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    Confederate Soldier's Letter Group by Andrew A. Hill of the North Carolina 7th. A total of 8 letters (28 pages total, page size varies) written between September 24, 1861 and January 7, 1864. A ninth letter written in 1865, is also included. Hill was commissioned into Company A of the NC 7th Infantry, and was wounded at Gettysburg.

    Most notable in this group is Hill's letter (1 page, 5" x 8") addressed to a Mrs. Campbell written from Winchester, Virginia on July 10, 1863: "I saw the Doctor [Campbell] on the 6th inst at Williamsport Ma, He requested me to write you & state the he was well - didn't know when he would get to the Reg't I was wounded in the Battle of Gettysburg Pa. on the 3rd in the ankle. I don't think the bone is injured. Tom Cowan & John Stockton were killed." A Dr. Campbell is mentioned in several other of Hill's letters, and is likely a member of his regiment. Written in pencil.

    The rest of the letters in this group are addressed to his family, sending news of the war and his day-to-day well being. A four-page (7" x 9.5") letter to his sister written from Guinea Station, Virginia on May 29, 1863 reads, in part: "...I have been down at the Reg't since I wrote you last. What a change from the last time I visited it. Not more than half the number present. At that time there was thirty-four officers present, nine of whom are now numbered with the silent dead... The movements of the Army seem to be at a stand still - though - everything bids fine for a forward movement on the part of Gen'l Lee. He Lee has been passing down to Richmond a time two lately. Also Hill, A.P. He (Hill) brought his wife up with him last week... It is believed that Stewart is going to make another raid, perhaps if he does - it will be the forerunner of a general move... It appears the Yankees are becoming vexed because they can't hold a hand with our Gen'ls in the field and that they have adopted their plan of subjugation to starve us out. They of late have got to making raids and make it their business to seize all provisions wherever found, even in the hands of widows and orphans..." He goes on to describe a mass desertion: "... a great many are deserting - though you didn't see a word in any of the newspapers about it, or at least I don't... There was thirty-one out of the 37th Reg't N.C.I. deserted in one night here very recently - took their guns & accoutrements &c with them. They joined with others who went from a different Reg't - who were also armed. - They were pursued by a squad of Cavalry - which overtook them (the deserters) when they formed a line of battle being about one hundred of them, they repulsed the Cavalry & went on their way rejoicing. I think this might be termed mutiny..." The last page of the letter briefly references Vicksburg and black soldiers fighting for the Union: "I see in today's paper that Vicksburg still holds out victorious. I also see it stated that a regiment of Negroes were taken prisoner in Arkansas and the whole Reg't Officers & all were hung right on the spot = all right - I think. The officers were white men though black in principal. If the negroes are going to fight they might to petition for a black flag, for they will never find any greatness when taken prisoners..." This letter has flatted folds, stray ink stains along one edge of the first page, and two bits of paper loss at top affecting all pages and a handful of words. Uneven toning and light soiling on page four.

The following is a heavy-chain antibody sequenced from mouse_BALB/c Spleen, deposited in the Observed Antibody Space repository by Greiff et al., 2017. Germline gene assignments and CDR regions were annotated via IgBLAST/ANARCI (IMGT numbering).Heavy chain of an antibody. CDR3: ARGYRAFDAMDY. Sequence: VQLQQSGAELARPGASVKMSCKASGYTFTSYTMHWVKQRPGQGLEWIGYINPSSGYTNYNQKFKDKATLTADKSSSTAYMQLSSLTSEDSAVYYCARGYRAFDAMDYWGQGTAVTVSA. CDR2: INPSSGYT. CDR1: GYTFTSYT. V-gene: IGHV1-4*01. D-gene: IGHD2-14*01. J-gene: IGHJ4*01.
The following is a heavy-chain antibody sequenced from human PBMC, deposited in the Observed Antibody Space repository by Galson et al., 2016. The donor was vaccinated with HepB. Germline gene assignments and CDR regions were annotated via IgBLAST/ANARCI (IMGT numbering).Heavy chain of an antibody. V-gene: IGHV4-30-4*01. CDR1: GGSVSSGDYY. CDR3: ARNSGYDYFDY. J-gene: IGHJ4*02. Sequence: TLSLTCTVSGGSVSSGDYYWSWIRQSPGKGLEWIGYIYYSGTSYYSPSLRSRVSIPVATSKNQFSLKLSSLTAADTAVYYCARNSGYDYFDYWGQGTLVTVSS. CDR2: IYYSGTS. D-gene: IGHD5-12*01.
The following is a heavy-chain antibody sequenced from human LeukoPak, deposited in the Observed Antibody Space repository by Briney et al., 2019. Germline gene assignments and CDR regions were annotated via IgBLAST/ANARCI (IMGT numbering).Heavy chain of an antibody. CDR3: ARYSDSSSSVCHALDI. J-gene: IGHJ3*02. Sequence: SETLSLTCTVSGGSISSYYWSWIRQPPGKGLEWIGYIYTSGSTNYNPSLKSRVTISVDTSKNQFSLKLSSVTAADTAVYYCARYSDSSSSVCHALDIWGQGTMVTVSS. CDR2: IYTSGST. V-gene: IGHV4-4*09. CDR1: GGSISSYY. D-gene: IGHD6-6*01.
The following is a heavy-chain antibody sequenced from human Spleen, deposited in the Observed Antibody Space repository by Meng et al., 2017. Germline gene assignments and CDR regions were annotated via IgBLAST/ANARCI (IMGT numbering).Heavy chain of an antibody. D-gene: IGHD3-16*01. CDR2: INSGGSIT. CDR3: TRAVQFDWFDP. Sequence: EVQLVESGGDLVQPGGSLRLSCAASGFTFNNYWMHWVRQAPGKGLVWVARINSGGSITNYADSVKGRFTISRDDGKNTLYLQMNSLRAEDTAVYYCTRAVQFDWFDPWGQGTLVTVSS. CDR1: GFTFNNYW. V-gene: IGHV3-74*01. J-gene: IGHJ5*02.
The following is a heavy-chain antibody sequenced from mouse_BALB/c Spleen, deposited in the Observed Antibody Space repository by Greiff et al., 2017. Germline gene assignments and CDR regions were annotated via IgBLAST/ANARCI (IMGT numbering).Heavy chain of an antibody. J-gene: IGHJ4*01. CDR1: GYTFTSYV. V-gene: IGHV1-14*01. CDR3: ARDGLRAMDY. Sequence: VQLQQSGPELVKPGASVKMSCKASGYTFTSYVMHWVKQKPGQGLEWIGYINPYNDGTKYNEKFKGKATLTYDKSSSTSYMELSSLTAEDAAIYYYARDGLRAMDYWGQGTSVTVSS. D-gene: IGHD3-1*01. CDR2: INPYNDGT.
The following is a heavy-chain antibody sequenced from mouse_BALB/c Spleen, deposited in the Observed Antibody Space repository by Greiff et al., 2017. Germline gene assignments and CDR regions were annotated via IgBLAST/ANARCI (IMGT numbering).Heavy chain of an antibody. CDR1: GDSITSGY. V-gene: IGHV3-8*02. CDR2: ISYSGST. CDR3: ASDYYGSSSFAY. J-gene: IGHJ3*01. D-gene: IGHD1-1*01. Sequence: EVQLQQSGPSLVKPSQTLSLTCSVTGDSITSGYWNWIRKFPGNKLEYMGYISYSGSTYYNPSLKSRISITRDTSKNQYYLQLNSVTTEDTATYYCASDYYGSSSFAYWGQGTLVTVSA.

Writing from Virginia less than two weeks before Gettysburg ("Cap Greg. Va. June 21st 1863"), to his sister: "... [James Henry] Lane's and [William D.] Pender 's Brigades have been under marching orders since Sunday. They expected to have gone to the Old North State on at least started Monday morning, but the order has been countermanded for a few days, as they are looking for a nother battle on the Rappahannock soon... it is a shame to keep our Gen's from sending any forces to Eastern Carolina. Burnsides will try to keep our troops here & make an attack on the coast of N. Carolina..."

    Condition: Overall condition is good. In addition to the July 10, 1863 letter; a September 29, 1861 letter is also written in pencil, that letter is on coarse Confederate lined paper with toning and stray foxing; but remains very legible. Three other letters are written on similar paper, including one dated Oct. 3, 1862, written ink which has faded and is difficult to read. A letter dated Nov. 4, 1861 has a hole torn in the center, possible at the time the cover was torn open, affecting all four pages, and many words; but context remains.

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    Auction Dates
    June, 2016
    12th Sunday
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